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Along with my constant appreciation of the absurd are my rose colored glasses.  Even after my Magic 8 Ball told me I didn’t have cancer (this was before the actual diagnosis) I couldn’t help planning for the worst.  The silver lining of the cancer scare was my evaluation of the things I was afraid of losing:  my family, my friends, my book, my stories and – surprising to me – my Master’s degree.  In the week between mammogram and biopsy I planned how to transition my work role to others, write my book at chemo so my mom could read it, and make countless videos and knit objects for my kid to remember me by.  (Because a box of hand-knits is almost the same as having a mom, right?)  I also hoped I would feel well enough during treatment to go to school.  It’s interesting the things that rise to important when you are considering th….

“WHAT’S YOUR FAVORITE CHRISTMAS COOKIE?!?!?!”

Now when things start to get serious around here, you’ll understand why I’m screaming cookie gibberish.  My surgical pamphlet tells me that one in eight women develop breast cancer and four in five biopsies like mine end up benign.  That means many women are having these procedures and it’s all okay, but for each four of me, one other woman is dealing with all the fears I had the past two weeks.  If you find yourself in this same uncomfortable situation, my hope is that your turtles turn out benign and your warm blankets just make your uncomfortable amusement park ride a little bit more pleasant.

Goodbye Bart

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Ah Bart.  Remember him?  He was my attempt to prove to myself that I am not the cat grim reaper (or cat hospice provider as so many of you sweetly suggested.)  I think it is time for me to write his final chapter.

For those of you who missed the early story Bart was a foster cat our family took in back in November when our local shelter became overcrowded with rescue animals from other states.  Our mission was to get him healthy, so he could go to the pet cardiologist to have his level 2 heart murmur evaluated.  (Heart murmurs for cats are graded from 1-6 with the 1-2 range usually not being a big deal.)  Bart was kind of a mess when he came to us, but oh, he was a lover and had a purr that vibrated his whole body.  Over the month we cared for Bart he recovered from a wound on his leg, a multiweek long respiratory infection, a perpetual bloody nose from the aforementioned respiratory infection, and being neutered.  Just when everything was all better and he was healthy enough to go to the cardiologist a surprise gross abscess burst under his chin leaving bloody puss all over his fur and the floor.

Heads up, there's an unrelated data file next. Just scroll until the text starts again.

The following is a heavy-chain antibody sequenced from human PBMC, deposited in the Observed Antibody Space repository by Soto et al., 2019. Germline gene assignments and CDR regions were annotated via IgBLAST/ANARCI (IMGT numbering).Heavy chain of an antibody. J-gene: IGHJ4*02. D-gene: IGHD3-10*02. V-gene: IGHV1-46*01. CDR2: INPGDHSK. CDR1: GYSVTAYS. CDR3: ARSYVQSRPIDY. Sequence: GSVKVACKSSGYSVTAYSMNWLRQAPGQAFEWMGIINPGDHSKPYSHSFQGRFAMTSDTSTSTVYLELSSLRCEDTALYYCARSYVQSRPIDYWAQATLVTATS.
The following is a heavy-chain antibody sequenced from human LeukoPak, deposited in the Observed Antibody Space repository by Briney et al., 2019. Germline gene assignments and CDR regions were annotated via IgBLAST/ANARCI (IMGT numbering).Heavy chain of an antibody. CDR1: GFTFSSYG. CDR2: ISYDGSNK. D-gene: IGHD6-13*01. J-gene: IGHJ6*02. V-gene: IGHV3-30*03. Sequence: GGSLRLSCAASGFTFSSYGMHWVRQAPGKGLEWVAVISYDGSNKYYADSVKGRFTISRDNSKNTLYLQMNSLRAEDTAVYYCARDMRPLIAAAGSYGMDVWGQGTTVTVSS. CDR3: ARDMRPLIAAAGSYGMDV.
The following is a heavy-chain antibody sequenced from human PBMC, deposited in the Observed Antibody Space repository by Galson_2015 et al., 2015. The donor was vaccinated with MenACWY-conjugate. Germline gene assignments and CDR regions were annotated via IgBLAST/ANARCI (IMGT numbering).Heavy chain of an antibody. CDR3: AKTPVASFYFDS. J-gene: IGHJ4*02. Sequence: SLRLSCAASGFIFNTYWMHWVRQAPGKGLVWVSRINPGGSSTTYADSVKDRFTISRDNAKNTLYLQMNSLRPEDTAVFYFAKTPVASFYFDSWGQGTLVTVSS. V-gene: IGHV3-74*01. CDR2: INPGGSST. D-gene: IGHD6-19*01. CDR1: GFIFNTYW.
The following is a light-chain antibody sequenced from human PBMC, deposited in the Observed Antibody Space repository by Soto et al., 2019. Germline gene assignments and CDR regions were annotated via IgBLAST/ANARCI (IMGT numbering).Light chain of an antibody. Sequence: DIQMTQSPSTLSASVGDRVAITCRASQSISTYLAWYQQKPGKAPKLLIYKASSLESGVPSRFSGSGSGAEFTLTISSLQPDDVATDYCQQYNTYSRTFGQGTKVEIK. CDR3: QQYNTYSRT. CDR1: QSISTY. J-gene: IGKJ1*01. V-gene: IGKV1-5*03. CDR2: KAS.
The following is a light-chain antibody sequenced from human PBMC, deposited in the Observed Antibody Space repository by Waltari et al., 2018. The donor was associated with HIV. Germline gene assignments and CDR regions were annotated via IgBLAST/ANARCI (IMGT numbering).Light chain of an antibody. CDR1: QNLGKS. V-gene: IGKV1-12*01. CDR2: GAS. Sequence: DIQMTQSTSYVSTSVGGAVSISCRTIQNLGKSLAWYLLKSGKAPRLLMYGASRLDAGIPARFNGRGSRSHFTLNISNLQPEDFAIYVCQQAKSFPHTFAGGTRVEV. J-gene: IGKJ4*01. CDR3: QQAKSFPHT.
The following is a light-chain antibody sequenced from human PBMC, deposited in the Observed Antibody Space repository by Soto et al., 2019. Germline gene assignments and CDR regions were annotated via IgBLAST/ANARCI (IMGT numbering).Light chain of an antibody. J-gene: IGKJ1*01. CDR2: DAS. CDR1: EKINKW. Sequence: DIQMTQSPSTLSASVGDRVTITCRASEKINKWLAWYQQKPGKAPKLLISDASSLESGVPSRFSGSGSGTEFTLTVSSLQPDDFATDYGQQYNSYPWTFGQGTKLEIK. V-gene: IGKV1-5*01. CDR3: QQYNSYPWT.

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The shelter people told me to bring him in, that they would evaluate this new wound then check with the specialist.  Even with his new ailment, he was cleared to see the cardiologist, so Mr. Bart went for a field trip to the animal hospital, and I agreed to take him back and get his abscess cleared up before he went up for adoption.  Five more days of antibiotics for Bart at the Afthead house, but he’d get to spend Christmas with us!

December 23rd the shelter called with the results of Bart’s cardiology scan.  He had two defective ventricles.  The shelter vets and specialists conferred and had decided that Bart was going to be euthanized.  His condition gave him only 3 -18 months to live, so he wasn’t eligible for adoption.  Two days before Christmas I got this news, and the extra present was that the shelter said that they would allow me, and only me, to adopt him, but I would have to take him back to the cardiologist and be responsible for his heart medication and quarterly/monthly cardiac checkups.  The single thing that could save Bart was my willingness to take on the time and expense to care for a cat who probably wouldn’t live two years.  I pondered all this while sitting in my study stroking what appeared to be a healthy Bart.

The only person I told was my husband, who doesn’t really care about animals the same way I do, and we agreed that no one else needed this news right before Christmas.  We also agreed that I needed time to decide what we were going to do.  (Mr. Afthead leaves such decisions to me, since I am the one with a breakable heart.)  So I put on my happy face and celebrated the holidays with my family, my own pets, and Bart.